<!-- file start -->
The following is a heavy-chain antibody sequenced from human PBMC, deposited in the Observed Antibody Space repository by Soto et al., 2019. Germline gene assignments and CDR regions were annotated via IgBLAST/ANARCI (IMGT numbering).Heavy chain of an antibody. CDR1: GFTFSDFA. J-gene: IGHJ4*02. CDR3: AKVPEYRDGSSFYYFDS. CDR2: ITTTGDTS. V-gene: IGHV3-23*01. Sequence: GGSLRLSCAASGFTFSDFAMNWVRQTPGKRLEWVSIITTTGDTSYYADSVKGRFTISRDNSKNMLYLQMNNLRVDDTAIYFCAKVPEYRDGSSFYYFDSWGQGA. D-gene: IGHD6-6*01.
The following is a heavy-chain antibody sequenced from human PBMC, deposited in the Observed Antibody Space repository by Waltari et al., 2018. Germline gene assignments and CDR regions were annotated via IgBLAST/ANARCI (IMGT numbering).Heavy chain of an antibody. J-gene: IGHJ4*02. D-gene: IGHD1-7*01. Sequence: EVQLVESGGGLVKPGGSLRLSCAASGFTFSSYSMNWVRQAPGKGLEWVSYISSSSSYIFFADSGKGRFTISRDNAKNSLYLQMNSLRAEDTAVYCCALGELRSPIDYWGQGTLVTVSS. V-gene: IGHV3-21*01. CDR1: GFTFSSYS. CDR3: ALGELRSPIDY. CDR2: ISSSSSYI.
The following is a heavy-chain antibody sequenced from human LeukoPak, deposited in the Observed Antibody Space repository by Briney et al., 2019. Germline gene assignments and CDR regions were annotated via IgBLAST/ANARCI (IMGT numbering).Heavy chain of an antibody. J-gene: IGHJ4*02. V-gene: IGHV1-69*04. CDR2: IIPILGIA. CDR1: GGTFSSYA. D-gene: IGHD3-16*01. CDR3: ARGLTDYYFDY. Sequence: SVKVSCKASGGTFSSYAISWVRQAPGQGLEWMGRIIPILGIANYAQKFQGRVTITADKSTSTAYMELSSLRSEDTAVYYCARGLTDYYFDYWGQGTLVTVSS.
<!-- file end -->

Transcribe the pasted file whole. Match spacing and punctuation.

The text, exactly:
The following is a heavy-chain antibody sequenced from human PBMC, deposited in the Observed Antibody Space repository by Soto et al., 2019. Germline gene assignments and CDR regions were annotated via IgBLAST/ANARCI (IMGT numbering).Heavy chain of an antibody. CDR1: GFTFSDFA. J-gene: IGHJ4*02. CDR3: AKVPEYRDGSSFYYFDS. CDR2: ITTTGDTS. V-gene: IGHV3-23*01. Sequence: GGSLRLSCAASGFTFSDFAMNWVRQTPGKRLEWVSIITTTGDTSYYADSVKGRFTISRDNSKNMLYLQMNNLRVDDTAIYFCAKVPEYRDGSSFYYFDSWGQGA. D-gene: IGHD6-6*01.
The following is a heavy-chain antibody sequenced from human PBMC, deposited in the Observed Antibody Space repository by Waltari et al., 2018. Germline gene assignments and CDR regions were annotated via IgBLAST/ANARCI (IMGT numbering).Heavy chain of an antibody. J-gene: IGHJ4*02. D-gene: IGHD1-7*01. Sequence: EVQLVESGGGLVKPGGSLRLSCAASGFTFSSYSMNWVRQAPGKGLEWVSYISSSSSYIFFADSGKGRFTISRDNAKNSLYLQMNSLRAEDTAVYCCALGELRSPIDYWGQGTLVTVSS. V-gene: IGHV3-21*01. CDR1: GFTFSSYS. CDR3: ALGELRSPIDY. CDR2: ISSSSSYI.
The following is a heavy-chain antibody sequenced from human LeukoPak, deposited in the Observed Antibody Space repository by Briney et al., 2019. Germline gene assignments and CDR regions were annotated via IgBLAST/ANARCI (IMGT numbering).Heavy chain of an antibody. J-gene: IGHJ4*02. V-gene: IGHV1-69*04. CDR2: IIPILGIA. CDR1: GGTFSSYA. D-gene: IGHD3-16*01. CDR3: ARGLTDYYFDY. Sequence: SVKVSCKASGGTFSSYAISWVRQAPGQGLEWMGRIIPILGIANYAQKFQGRVTITADKSTSTAYMELSSLRSEDTAVYYCARGLTDYYFDYWGQGTLVTVSS.